Intensive Care Medicine

, Volume 38, Issue 5, pp 804–810 | Cite as

Circadian rhythm disruption in severe sepsis: the effect of ambient light on urinary 6-sulfatoxymelatonin secretion

  • Avelino C. VercelesEmail author
  • Leann Silhan
  • Michael Terrin
  • Giora Netzer
  • Carl Shanholtz
  • Steven M. Scharf



Properly regulated circadian rhythm supports physical and immunologic function. This rhythm is disrupted in patients with critical illness. We assessed the association between ambient light and circadian melatonin release, measured by urinary 6-sulfatoxymelatonin (6-SMT), in medical intensive care unit (MICU) patients with severe sepsis.


After excluding patients for renal failure or hepatic failure, blindness, and intracranial disease, seven patients were studied. No environmental manipulation was performed. Urinary 6-SMT specimens were obtained every 4 h. Light was measured in 1-min epochs for two sequential 24-h periods and compared to 6-SMT levels.


No significant differences among urinary 6-SMT levels were found across 4-h time periods or between the 2 days (range 1,190.26 ± 1,040.81–4,738.57 ± 5,543.08 ng, 4-h period p = 0.09, 24-h day p = 0.50). Light levels were low and differed among 4-h periods, but not 24-h averages (minimum 2.32 ± 3.65 lux/min 00:01–04:00, maximum 70.11 ± 79.12 lux/min from 12:01–16:00, 4 h period p = <0.001, 24 h period p = 0.53). There was no relationship between light levels and 6-SMT excretion.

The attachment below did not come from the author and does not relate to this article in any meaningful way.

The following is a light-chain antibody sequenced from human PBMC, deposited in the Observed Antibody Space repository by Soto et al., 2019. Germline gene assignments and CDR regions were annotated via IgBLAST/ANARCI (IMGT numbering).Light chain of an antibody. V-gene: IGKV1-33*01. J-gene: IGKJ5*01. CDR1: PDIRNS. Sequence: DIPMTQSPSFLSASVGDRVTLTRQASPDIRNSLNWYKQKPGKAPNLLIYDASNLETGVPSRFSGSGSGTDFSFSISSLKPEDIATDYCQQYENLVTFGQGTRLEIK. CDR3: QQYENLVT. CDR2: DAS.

Circadian rhythm was disrupted in patients with severe sepsis, as reflected by disordered diurnal variation of urinary 6-SMT excretion. Light levels were low, exhibited limited diurnal variation, and did not entrain circadian rhythms in these patients.


Sepsis Circadian rhythm Critical illness Melatonin Light 


Conflicts of interest



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Copyright information

© Copyright jointly held by Springer and ESICM 2012

Authors and Affiliations

  • Avelino C. Verceles
    • 1
    Email author
  • Leann Silhan
    • 1
  • Michael Terrin
    • 1
    • 2
  • Giora Netzer
    • 1
    • 2
  • Carl Shanholtz
    • 1
  • Steven M. Scharf
    • 1
  1. 1.Division of Pulmonary and Critical Care Medicine, Department of MedicineUniversity of Maryland School of MedicineBaltimoreUSA
  2. 2.Department of Epidemiology and Public HealthUniversity of Maryland School of MedicineBaltimoreUSA

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